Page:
Montana Farm Bureau News

Fall harvest survey prices slightly decreased

   Fall is a great time to enjoy comforting casseroles with cheddar cheese and bacon and apple pie for dessert. The good news is these items are seeing slightly lower retail prices this quarter, according to the American Farm Bureau Federation’s Fall Harvest Marketbasket Survey. The informal survey shows the total cost of 16 food items that can be used to prepare one or more meals was $54.14, down $.12 or less than one percent compared to a survey conducted a year ago. Of the 16 items surveyed, ten decreased and six increased in average price.

   Higher milk and pork production this year has contributed to the decrease in prices on some key foods. “Energy prices, which affect everything in the marketbasket, have been quite a bit lower compared to a year ago. Processing, packaging, transportation and retail operations are all fairly energy-intensive,” said John Anderson, AFBF’s deputy chief economist. Lower energy prices account for much of the modest decrease in the marketbasket.

   “It’s great to see that Montana prices for products like milk, bacon, apples, potatoes, flour and shredded cheese are even lower than the declining average prices in the survey,” says Montana Farm Bureau shopper Janet Krob. “It’s harvest season which is a perfect time to enjoy these great prices on delicious, seasonal food.”

   The one increase in cost was seen in eggs. “As expected, we saw higher egg prices because we lost so much production earlier this year due to the avian influenza situation in Iowa, Minnesota, and some other midwestern states,” Anderson noted.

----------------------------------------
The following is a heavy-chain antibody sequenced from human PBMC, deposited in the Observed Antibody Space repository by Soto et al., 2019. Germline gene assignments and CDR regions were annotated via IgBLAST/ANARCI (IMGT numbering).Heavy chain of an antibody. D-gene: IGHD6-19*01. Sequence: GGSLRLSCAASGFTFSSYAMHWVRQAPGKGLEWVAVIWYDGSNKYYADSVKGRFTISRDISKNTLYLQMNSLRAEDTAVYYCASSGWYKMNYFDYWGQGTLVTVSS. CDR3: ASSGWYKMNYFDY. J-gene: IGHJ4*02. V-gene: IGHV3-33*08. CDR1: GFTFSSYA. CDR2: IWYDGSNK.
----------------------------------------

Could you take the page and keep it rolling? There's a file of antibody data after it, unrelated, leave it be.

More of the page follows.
The year-to-year direction of the marketbasket survey tracks closely with the federal government’s “Consumer Price Index” report for food at home. As retail grocery prices have increased gradually over time, the share of the average food dollar that America’s farm and ranch families receive has dropped. “Through the mid-1970s, farmers received about one-third of consumer retail food expenditures for food eaten at home and away from home, on average. Since then, that figure has decreased steadily and is now about 16 percent, according to the Agriculture Department’s revised Food Dollar Series,” Anderson said. Using the “food at home and away from home” percentage across-the-board, the farmer’s share of this $54.14 marketbasket would be $8.66.

   According to the USDA, Americans spend just under ten percent of their disposable annual income on food, the lowest average of any country in the world. A total of 69 shoppers in 24 states participated in the latest survey, conducted in September.

   “As always, we need to appreciate the hard work farmers and ranchers do to put affordable food on our tables,” Krob concluded.